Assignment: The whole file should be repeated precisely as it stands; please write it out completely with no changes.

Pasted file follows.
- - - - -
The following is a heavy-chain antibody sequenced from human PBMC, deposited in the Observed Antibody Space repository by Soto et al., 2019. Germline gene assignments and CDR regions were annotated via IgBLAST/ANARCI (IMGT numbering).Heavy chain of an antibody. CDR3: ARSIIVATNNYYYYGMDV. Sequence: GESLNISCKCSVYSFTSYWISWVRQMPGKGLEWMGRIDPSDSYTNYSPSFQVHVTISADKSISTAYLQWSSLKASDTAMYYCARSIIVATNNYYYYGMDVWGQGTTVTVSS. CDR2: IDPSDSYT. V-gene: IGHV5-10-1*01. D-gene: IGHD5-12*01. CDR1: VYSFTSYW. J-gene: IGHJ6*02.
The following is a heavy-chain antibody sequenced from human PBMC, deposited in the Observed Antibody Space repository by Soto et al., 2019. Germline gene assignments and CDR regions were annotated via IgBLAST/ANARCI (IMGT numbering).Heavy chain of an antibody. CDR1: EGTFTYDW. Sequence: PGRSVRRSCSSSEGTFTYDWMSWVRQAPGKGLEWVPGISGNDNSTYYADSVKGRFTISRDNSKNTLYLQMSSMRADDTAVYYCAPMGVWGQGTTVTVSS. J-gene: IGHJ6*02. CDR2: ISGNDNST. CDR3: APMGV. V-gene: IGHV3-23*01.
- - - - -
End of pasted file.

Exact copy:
The following is a heavy-chain antibody sequenced from human PBMC, deposited in the Observed Antibody Space repository by Soto et al., 2019. Germline gene assignments and CDR regions were annotated via IgBLAST/ANARCI (IMGT numbering).Heavy chain of an antibody. CDR3: ARSIIVATNNYYYYGMDV. Sequence: GESLNISCKCSVYSFTSYWISWVRQMPGKGLEWMGRIDPSDSYTNYSPSFQVHVTISADKSISTAYLQWSSLKASDTAMYYCARSIIVATNNYYYYGMDVWGQGTTVTVSS. CDR2: IDPSDSYT. V-gene: IGHV5-10-1*01. D-gene: IGHD5-12*01. CDR1: VYSFTSYW. J-gene: IGHJ6*02.
The following is a heavy-chain antibody sequenced from human PBMC, deposited in the Observed Antibody Space repository by Soto et al., 2019. Germline gene assignments and CDR regions were annotated via IgBLAST/ANARCI (IMGT numbering).Heavy chain of an antibody. CDR1: EGTFTYDW. Sequence: PGRSVRRSCSSSEGTFTYDWMSWVRQAPGKGLEWVPGISGNDNSTYYADSVKGRFTISRDNSKNTLYLQMSSMRADDTAVYYCAPMGVWGQGTTVTVSS. J-gene: IGHJ6*02. CDR2: ISGNDNST. CDR3: APMGV. V-gene: IGHV3-23*01.